Edge over experience: meet Mondrian Singapore’s unconventional team

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Securing the right people to run a hotel is no mean feat, particularly in today’s competitive environment. But according to Mondrian Singapore Duxton General Manager Robert C. Hauck, there’s no “special formula”. And “the right people” aren’t always the most experienced.

“It’s not rocket science,” he told HM.

“In Singapore, like everywhere, it’s difficult to get people because not many people want to work in the industry anymore.”

Nevertheless, the hotel, which has just opened to guests in recent weeks, has recruited a core team of over 70 people, from both within and outside the industry.

Hauck has taken a hands-on approach in his search for talent, from scouring local hotspots and hangouts to scanning Linkedin, and calling up old school friends.

Hauck first recruited a number of experienced hoteliers in areas like human resources and finance to establish a solid backbone for the hotel. And from there, he was on a mission to find the “characters”.

“In Singapore, there are great hotels, but it’s relatively conservative. And then a lot of people complain that there’s not a lot of creativity,” Hauck explained.

“When you go out to restaurants and bars in this neighborhood [Duxton], there is so much creativity. We have many tattoo studios and art galleries, local food joints, Michelin restaurants, and some of the best bars around.

“So, I thought, why not try to bring that in.”

Robert Hauck, Mondrian Sinapore

By casting a wide net, he has established an eclectic mix of people that might not fit the mould of a conventional hotel. From young graduates to seniors, former athletes to fashionistas – no experience required.

“They might be misfits in a sense, but they’ll fit in here,” he said.

His search for talent knows no bounds with one team member discovered on television.   

“The first character I was looking for was Ah Seng – a gentleman that is tattooed from head to toe,” said Hauck.

“He is actually an ex-convict. He was in and out of prison for 30 years but has been fully rehabilitated.

“When I was back home in Germany, I saw him on television and was struck by his story. I was thinking, if I could make this guy the doorman, people will talk about it.”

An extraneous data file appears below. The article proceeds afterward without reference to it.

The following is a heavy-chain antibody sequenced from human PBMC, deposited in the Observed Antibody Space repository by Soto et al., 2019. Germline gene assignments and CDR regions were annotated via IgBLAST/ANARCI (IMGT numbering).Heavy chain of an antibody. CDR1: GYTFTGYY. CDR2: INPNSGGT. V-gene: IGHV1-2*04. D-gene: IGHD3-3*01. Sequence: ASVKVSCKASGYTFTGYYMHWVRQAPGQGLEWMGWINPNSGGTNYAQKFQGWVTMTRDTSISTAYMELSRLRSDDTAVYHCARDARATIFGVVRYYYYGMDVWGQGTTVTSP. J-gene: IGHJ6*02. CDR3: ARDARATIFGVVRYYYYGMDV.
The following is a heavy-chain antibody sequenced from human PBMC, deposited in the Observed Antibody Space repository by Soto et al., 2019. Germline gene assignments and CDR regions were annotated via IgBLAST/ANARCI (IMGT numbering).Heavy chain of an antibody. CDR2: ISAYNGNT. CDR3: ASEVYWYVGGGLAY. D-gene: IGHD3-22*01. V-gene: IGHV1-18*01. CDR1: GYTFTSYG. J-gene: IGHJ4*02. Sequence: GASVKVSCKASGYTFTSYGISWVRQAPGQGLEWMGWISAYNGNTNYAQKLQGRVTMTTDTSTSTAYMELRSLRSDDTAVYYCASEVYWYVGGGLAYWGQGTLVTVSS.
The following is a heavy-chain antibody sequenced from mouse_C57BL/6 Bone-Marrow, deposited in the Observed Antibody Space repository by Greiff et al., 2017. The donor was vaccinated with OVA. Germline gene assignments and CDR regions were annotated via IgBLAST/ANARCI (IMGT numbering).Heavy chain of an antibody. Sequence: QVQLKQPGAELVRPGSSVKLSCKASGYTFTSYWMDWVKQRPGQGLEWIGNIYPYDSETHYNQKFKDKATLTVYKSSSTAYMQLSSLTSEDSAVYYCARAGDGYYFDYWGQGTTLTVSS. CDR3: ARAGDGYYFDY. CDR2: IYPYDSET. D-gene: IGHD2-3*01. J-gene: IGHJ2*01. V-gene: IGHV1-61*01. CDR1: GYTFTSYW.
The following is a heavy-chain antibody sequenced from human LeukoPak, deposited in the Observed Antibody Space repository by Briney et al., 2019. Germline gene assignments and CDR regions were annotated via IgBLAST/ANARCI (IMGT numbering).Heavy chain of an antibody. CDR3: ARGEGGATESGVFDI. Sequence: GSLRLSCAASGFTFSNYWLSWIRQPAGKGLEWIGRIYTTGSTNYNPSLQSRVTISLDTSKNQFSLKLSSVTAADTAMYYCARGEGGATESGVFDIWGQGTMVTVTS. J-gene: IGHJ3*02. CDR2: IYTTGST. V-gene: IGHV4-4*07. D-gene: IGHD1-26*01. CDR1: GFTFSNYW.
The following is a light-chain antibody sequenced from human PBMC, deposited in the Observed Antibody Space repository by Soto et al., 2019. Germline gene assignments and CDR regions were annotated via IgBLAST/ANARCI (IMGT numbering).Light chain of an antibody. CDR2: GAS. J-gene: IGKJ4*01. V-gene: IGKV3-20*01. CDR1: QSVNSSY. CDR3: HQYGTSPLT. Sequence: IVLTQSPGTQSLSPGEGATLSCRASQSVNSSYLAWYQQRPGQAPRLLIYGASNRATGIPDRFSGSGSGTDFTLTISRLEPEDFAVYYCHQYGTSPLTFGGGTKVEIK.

After three months of trying to track him down, Hauck met with Seng and offered him the position, but much to his disappointment, Seng turned it down. However, through further conversation, Hauck discovered it was Seng’s dream to open his own restaurant one day. He offered him the position of managing the hotel’s staff restaurant, Bistro 126, which he accepted.

Then, Hauck discovered 64-year-old Raymond Leong. A former senior sales manager of an events and cruise company, Leong was laid off during the pandemic and reinvented himself as a Grab driver. He is passionate about training and Hauck hired him to do just that.

He also entertains crowds as a drag queen in his spare time.  

“You are made for the brand, or the brand is made for you,” Hauck said.  

Hauck believes a flat hierarchy and trust in team members to make their own decisions is key to success in hospitality, particularly in lifestyle hotels.

“I don’t decide anything, you decide, that’s why I hired you,” Hauck said of conversations with team members.

“Many companies want to do Lifestyle, but, what is Lifestyle? I don’t think many hoteliers really know what Lifestyle is. It’s not just taking off your tie.

“You can only achieve real lifestyle and hospitality if you work with flat hierarchies. When you have many reporting structure, it just kills the creativity.”

As part of Hauck’s recruitment tactics, his team can be seen handing out ‘We like your style’ cards to begin a conversation.

“My motto is chase talent, don’t wait,” he said.

Read the interview in the June issue of HM – out now.



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